A population-based autopsy study of sudden, unexpected deaths from natural causes among persons 5 to 39 years old during a 12-year period

Hum Pathol. 1994 Dec;25(12):1332-40. doi: 10.1016/0046-8177(94)90094-9.


All unexpected deaths in New Mexico from 1977 to 1988 were reviewed. By statute each such death must be reported to the Office of the Medical Examiner (OMI) and according to institutional policy autopsied even when death is presumed to be from natural causes. From this group the 650 index cases that form the basis of this report were obtained. The crude rate of sudden, unexpected death among New Mexico residents 5 to 39 years old during the study period was 6.6/100,000 persons at risk. As documented by autopsy, the underlying cause of death in a majority of these cases (53.4%) was related to cardiovascular disease and alcoholism. Male persons in general are at increased risk for sudden, unexpected death, and American Indian and black male persons are at greater risk than their Anglo and Hispanic counterparts. American Indians account for a disproportionate share of the unexpected deaths resulting from alcoholism, and black male persons are at particular risk for unexpected death resulting from cardiovascular diseases. This report emphasizes the importance of life style and diet in the well-being of persons 5 to 39 years old.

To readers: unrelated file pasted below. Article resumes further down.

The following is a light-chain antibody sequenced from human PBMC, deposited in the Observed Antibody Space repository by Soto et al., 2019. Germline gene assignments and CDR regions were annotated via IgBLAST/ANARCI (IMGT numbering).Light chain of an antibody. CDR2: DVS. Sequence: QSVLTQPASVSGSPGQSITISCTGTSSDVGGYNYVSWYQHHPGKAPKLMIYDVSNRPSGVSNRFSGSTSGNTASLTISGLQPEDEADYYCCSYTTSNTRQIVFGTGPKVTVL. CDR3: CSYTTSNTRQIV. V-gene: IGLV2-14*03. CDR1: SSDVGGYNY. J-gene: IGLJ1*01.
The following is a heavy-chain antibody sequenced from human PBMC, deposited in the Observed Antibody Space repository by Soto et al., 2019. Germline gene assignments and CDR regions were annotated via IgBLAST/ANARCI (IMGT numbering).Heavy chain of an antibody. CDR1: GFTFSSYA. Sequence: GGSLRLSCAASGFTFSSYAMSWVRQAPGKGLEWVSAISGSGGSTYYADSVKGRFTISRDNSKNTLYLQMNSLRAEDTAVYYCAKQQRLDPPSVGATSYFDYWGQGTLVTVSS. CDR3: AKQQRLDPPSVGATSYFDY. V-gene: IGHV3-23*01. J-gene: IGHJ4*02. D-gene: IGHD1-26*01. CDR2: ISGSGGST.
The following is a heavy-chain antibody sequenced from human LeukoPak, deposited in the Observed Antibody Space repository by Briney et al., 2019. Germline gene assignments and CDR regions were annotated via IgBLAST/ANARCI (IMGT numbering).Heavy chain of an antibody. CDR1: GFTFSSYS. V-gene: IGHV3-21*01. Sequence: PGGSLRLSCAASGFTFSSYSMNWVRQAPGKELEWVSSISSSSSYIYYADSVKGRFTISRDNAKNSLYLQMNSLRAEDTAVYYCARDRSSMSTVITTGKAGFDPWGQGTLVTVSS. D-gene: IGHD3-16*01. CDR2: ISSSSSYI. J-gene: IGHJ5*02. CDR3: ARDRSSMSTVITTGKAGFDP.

MeSH terms

  • Adolescent
  • Adult
  • Alcoholism / mortality
  • Cardiovascular Diseases / mortality
  • Child
  • Child, Preschool
  • Death, Sudden / epidemiology*
  • Ethnicity
  • Female
  • Humans
  • Male
  • Middle Aged
  • New Mexico / epidemiology
  • Sex Characteristics
  • Statistics as Topic